Breakthrough on typhoon aid
Philippines president oversees efforts as islands divided up in relief teams
The Philippines will divide up the typhoon-ravaged central Visayas islands between countries to maximise relief efforts.
The announcement came as president Benigno Aquino finally won some guarded praise for improving aid distribution 11 days after the storm hit.
But the country is still struggling to get aid to devastated areas due to the extent of the destruction, which has left four million people displaced, threatening Mr Aquino's reforms that have helped transform the Philippines into one of Asia's fastest-growing and hottest emerging economies.
Mr Aquino is now personally overseeing relief operations in the worst-hit city of Tacloban in one of Asia's biggest humanitarian efforts which could last months, if not years.
The military commander of the Visayas, Lieutenant-General Roy Deveraturda, said the relief plan was to now cut the region into blocks and decide which military forces operate where.
"We're planning to ask the British Royal Navy to concentrate on the western Visayas region to assess and deliver food, water and supplies to smaller islands. We already have the Americans in Samar and Leyte and Israeli doctors and relief teams in the northern tip of Cebu," he said.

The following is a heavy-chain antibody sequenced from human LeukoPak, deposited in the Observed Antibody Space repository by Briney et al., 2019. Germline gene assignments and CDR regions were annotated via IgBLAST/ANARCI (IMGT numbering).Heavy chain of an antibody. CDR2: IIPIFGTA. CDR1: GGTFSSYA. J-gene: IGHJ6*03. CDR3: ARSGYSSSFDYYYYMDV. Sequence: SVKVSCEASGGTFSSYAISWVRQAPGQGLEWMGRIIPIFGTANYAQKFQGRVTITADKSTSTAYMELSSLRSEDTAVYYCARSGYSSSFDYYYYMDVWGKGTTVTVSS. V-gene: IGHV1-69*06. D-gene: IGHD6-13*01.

About 50 US ships and aircraft have been mobilised in the disaster zone, led by the USS George Washington aircraft carrier. The USS Freedom, a combat ship for coastal waters, arrived in Brunei on Monday en route to the Philippines.
Meanwhile, Irish aid agencies have been overwhelmed by the public response to the humanitarian crisis with more than €1m raised in private donations since Typhoon Haiyan hit. The outpouring of donations from citizens and companies has been phenomenal, according to some of Ireland's leading aid agencies.
There has been a massive effort to try to get vital food, medicine and other supplies to the estimated four million people who have been left homeless, while millions more have been left without food or water.
Trocaire has received more than €620,000 in donations alone since the typhoon struck the islands 12 days ago, killing more than 3,681 people and leaving 1,186 missing.
Eamonn Meehan, Trocaire's executive director, said: "The result of people's solidarity and generosity with survivors of Typhoon Haiyan in the Philippines can be seen in the planes, trucks and ships that are arriving to bring aid to those worst affected.
"People in the Philippines are very grateful for the support of the people of Ireland. Nothing will ever make them forget the nightmare they are living through, but at least our support can help them rebuild their lives."
Jane-Ann McKenna, executive director of Medicins Sans Frontieres/Doctors Without Borders Ireland, said the medical charity was heartened by the massive support it had received from the Irish public who had donated more than €200,000 to the charity alone.
"We've been overwhelmed by the generosity of our existing and new donors," she told the Irish Independent.
The funds will go towards the team of 150 doctors, nurses, and other emergency personnel currently on the ground in the Philippines, who will be erecting the charity's "inflatable" hospital on a parking lot of the Bethany Hospital in Tacloban today that was all but washed away.